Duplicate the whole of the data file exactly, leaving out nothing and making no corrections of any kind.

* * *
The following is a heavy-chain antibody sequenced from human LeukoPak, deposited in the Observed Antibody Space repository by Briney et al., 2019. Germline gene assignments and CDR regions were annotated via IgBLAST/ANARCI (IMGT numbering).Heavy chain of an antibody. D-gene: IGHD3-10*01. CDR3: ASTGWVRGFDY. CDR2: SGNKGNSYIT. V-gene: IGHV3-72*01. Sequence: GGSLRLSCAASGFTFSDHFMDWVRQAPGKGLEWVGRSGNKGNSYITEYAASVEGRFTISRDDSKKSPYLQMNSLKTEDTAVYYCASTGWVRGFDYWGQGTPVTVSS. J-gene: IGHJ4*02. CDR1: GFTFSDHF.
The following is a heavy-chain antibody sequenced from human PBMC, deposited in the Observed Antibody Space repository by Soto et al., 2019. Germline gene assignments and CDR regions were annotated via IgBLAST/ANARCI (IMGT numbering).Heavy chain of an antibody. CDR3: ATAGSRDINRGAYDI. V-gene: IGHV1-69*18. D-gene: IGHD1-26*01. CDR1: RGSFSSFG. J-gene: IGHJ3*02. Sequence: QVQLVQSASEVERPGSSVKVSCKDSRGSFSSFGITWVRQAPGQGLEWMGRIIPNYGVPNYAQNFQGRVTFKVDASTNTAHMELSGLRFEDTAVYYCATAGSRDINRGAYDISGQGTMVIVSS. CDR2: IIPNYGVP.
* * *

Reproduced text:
The following is a heavy-chain antibody sequenced from human LeukoPak, deposited in the Observed Antibody Space repository by Briney et al., 2019. Germline gene assignments and CDR regions were annotated via IgBLAST/ANARCI (IMGT numbering).Heavy chain of an antibody. D-gene: IGHD3-10*01. CDR3: ASTGWVRGFDY. CDR2: SGNKGNSYIT. V-gene: IGHV3-72*01. Sequence: GGSLRLSCAASGFTFSDHFMDWVRQAPGKGLEWVGRSGNKGNSYITEYAASVEGRFTISRDDSKKSPYLQMNSLKTEDTAVYYCASTGWVRGFDYWGQGTPVTVSS. J-gene: IGHJ4*02. CDR1: GFTFSDHF.
The following is a heavy-chain antibody sequenced from human PBMC, deposited in the Observed Antibody Space repository by Soto et al., 2019. Germline gene assignments and CDR regions were annotated via IgBLAST/ANARCI (IMGT numbering).Heavy chain of an antibody. CDR3: ATAGSRDINRGAYDI. V-gene: IGHV1-69*18. D-gene: IGHD1-26*01. CDR1: RGSFSSFG. J-gene: IGHJ3*02. Sequence: QVQLVQSASEVERPGSSVKVSCKDSRGSFSSFGITWVRQAPGQGLEWMGRIIPNYGVPNYAQNFQGRVTFKVDASTNTAHMELSGLRFEDTAVYYCATAGSRDINRGAYDISGQGTMVIVSS. CDR2: IIPNYGVP.